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I understand the impulse of conservatives to cavalierly throw around the term "racist," since so many of us have had it unfairly tossed our way. But really this stuff is worse than silly -- it is malignant. We have no evidence whatsoever that Oprah is a racist, especially in the most precise sense of believing that one race is superior to another or others. At most, perhaps she can be described as a racialist in that she *might* place special emphasis on race or racial considerations in determining policy or interpreting events. If so, that is a pretty understandable practice for any member of a racial minority. I think Oprah is a remarkably talented entertainer and apparently a very kind and decent woman. Her understanding of politics and history is probably very mediocre, and her support for Obamah probably is grounded at least somewhat in her racialist views, but that does not make her a racist or otherwise deserving of contempt.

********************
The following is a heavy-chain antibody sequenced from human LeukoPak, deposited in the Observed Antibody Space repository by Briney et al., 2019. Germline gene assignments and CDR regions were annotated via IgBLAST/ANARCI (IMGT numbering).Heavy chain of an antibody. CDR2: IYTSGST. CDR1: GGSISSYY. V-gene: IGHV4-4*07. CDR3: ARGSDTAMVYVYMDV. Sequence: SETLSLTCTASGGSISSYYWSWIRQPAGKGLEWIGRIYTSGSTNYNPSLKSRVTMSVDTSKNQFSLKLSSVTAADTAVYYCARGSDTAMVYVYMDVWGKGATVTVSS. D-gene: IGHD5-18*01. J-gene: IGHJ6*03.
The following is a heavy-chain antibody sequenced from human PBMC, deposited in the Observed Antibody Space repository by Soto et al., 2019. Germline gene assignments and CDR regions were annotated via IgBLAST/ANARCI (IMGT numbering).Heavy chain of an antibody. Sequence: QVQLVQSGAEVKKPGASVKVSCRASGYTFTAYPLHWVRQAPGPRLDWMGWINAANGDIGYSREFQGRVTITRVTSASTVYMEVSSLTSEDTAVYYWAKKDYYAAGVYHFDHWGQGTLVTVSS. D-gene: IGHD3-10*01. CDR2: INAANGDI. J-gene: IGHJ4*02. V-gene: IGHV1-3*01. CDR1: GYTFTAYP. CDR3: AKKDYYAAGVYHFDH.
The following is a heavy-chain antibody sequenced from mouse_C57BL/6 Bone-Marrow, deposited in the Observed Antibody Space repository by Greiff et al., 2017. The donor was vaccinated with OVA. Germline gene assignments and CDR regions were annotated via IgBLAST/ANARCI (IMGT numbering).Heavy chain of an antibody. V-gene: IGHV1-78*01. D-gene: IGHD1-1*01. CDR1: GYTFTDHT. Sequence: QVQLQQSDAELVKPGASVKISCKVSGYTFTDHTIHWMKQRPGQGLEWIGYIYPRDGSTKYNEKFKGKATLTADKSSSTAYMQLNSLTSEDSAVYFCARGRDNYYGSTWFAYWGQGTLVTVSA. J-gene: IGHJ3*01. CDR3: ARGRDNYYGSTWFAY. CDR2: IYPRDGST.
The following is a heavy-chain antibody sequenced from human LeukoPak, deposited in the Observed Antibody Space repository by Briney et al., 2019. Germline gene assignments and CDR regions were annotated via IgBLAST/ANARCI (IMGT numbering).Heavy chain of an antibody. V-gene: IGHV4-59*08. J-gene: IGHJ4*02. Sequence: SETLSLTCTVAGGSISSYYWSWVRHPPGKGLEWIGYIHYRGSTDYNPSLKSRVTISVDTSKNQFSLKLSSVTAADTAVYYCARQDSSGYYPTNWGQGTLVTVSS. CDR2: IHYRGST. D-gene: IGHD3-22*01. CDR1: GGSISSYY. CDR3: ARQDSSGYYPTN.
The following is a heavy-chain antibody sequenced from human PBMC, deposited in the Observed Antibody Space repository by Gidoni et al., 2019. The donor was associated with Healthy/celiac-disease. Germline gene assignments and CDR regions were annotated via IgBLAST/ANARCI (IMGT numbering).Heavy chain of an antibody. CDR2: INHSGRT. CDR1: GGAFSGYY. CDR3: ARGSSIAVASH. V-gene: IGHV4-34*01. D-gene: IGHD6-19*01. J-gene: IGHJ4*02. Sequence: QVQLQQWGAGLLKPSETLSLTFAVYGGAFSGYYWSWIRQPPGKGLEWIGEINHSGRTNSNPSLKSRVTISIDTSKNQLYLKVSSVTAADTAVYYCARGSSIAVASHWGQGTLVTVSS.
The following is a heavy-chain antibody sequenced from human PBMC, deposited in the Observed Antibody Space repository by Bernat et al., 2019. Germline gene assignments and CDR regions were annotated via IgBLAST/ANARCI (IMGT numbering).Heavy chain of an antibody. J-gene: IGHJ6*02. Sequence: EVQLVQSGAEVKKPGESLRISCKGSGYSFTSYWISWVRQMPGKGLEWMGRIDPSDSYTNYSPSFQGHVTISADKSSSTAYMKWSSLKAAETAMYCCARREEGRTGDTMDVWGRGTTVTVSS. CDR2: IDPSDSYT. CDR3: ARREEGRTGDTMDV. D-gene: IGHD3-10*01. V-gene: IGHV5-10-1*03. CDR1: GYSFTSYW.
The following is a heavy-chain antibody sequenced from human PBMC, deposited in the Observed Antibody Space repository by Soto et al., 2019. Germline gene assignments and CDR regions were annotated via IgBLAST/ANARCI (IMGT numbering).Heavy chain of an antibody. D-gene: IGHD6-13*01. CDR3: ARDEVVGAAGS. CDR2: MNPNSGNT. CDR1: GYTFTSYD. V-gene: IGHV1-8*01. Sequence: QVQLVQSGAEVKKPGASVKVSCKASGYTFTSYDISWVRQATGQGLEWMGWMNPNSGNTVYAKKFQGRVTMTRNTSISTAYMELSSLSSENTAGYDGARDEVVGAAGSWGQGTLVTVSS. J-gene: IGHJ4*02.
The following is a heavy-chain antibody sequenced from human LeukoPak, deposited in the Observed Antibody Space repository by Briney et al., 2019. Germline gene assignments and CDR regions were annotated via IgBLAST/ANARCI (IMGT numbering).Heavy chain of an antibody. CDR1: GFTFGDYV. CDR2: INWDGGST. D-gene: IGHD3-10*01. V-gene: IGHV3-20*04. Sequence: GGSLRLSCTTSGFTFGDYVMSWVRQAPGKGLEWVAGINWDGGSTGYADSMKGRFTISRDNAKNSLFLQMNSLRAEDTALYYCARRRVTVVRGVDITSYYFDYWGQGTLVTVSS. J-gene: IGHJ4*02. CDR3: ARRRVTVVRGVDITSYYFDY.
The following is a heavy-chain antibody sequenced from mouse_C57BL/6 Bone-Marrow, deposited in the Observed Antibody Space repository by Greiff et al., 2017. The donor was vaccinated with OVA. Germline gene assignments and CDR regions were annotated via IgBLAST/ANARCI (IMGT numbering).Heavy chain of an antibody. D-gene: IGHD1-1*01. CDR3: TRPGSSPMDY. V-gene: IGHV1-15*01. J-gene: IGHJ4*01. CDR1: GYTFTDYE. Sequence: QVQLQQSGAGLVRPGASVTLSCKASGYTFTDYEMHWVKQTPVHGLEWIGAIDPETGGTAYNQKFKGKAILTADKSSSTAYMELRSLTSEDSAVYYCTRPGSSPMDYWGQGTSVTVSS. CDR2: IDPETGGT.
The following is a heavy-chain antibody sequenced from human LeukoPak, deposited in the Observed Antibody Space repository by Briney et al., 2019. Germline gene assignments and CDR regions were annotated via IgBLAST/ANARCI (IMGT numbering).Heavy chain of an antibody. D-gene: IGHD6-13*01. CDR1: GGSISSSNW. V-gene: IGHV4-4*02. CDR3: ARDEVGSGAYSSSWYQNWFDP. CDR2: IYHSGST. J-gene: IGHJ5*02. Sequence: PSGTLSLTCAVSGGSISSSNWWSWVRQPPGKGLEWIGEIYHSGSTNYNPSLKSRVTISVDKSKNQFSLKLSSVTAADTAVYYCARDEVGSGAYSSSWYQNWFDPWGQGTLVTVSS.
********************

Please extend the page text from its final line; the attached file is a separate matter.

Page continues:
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I think the latest polls on female preference for the candidates debunks this notion that Oprah will influence the vote. As for black women, they will vote for Obama regardless. Less than 2 months ago Obama led McCain among ALL women 52% to 37%. That lead is now only 7 points. Among WHITE women McCain leads by 7 points. About 2 months ago they were closely tied.

(cited poll data from Gallup).
 

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I agree that conservatives appear to be motivated by vengeance more than self-interest when they accuse others of racism. Except when it really exists, it is a horrific charge to make. I would think that the "racism" charge backfires on its maker more than it really moves anyone nowadays, anyway.